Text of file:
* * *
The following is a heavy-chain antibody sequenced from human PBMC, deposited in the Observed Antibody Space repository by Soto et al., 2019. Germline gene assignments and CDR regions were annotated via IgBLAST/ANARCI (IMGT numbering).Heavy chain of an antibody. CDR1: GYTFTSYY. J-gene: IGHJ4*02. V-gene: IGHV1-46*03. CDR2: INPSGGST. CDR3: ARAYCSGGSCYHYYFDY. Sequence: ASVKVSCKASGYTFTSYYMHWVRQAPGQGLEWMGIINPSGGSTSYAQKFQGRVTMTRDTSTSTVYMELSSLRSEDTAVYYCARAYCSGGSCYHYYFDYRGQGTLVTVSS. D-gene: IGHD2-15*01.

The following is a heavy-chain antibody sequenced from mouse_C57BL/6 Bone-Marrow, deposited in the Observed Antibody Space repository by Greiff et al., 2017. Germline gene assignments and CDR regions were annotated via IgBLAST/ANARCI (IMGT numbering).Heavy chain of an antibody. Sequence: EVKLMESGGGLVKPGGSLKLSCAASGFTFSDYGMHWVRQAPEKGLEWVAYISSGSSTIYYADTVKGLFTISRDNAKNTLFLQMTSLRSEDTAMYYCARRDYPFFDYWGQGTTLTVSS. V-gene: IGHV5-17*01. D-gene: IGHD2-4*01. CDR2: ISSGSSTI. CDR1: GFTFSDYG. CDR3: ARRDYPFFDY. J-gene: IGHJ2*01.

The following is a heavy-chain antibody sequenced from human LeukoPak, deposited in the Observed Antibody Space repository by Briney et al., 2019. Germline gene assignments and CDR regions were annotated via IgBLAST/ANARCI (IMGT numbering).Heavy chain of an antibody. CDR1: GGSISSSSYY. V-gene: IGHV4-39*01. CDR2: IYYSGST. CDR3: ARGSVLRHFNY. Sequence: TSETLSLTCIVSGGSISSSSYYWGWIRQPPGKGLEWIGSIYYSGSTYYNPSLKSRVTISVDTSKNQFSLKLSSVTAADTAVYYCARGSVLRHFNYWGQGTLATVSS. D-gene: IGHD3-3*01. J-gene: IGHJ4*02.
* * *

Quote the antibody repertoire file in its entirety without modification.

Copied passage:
The following is a heavy-chain antibody sequenced from human PBMC, deposited in the Observed Antibody Space repository by Soto et al., 2019. Germline gene assignments and CDR regions were annotated via IgBLAST/ANARCI (IMGT numbering).Heavy chain of an antibody. CDR1: GYTFTSYY. J-gene: IGHJ4*02. V-gene: IGHV1-46*03. CDR2: INPSGGST. CDR3: ARAYCSGGSCYHYYFDY. Sequence: ASVKVSCKASGYTFTSYYMHWVRQAPGQGLEWMGIINPSGGSTSYAQKFQGRVTMTRDTSTSTVYMELSSLRSEDTAVYYCARAYCSGGSCYHYYFDYRGQGTLVTVSS. D-gene: IGHD2-15*01.

The following is a heavy-chain antibody sequenced from mouse_C57BL/6 Bone-Marrow, deposited in the Observed Antibody Space repository by Greiff et al., 2017. Germline gene assignments and CDR regions were annotated via IgBLAST/ANARCI (IMGT numbering).Heavy chain of an antibody. Sequence: EVKLMESGGGLVKPGGSLKLSCAASGFTFSDYGMHWVRQAPEKGLEWVAYISSGSSTIYYADTVKGLFTISRDNAKNTLFLQMTSLRSEDTAMYYCARRDYPFFDYWGQGTTLTVSS. V-gene: IGHV5-17*01. D-gene: IGHD2-4*01. CDR2: ISSGSSTI. CDR1: GFTFSDYG. CDR3: ARRDYPFFDY. J-gene: IGHJ2*01.

The following is a heavy-chain antibody sequenced from human LeukoPak, deposited in the Observed Antibody Space repository by Briney et al., 2019. Germline gene assignments and CDR regions were annotated via IgBLAST/ANARCI (IMGT numbering).Heavy chain of an antibody. CDR1: GGSISSSSYY. V-gene: IGHV4-39*01. CDR2: IYYSGST. CDR3: ARGSVLRHFNY. Sequence: TSETLSLTCIVSGGSISSSSYYWGWIRQPPGKGLEWIGSIYYSGSTYYNPSLKSRVTISVDTSKNQFSLKLSSVTAADTAVYYCARGSVLRHFNYWGQGTLATVSS. D-gene: IGHD3-3*01. J-gene: IGHJ4*02.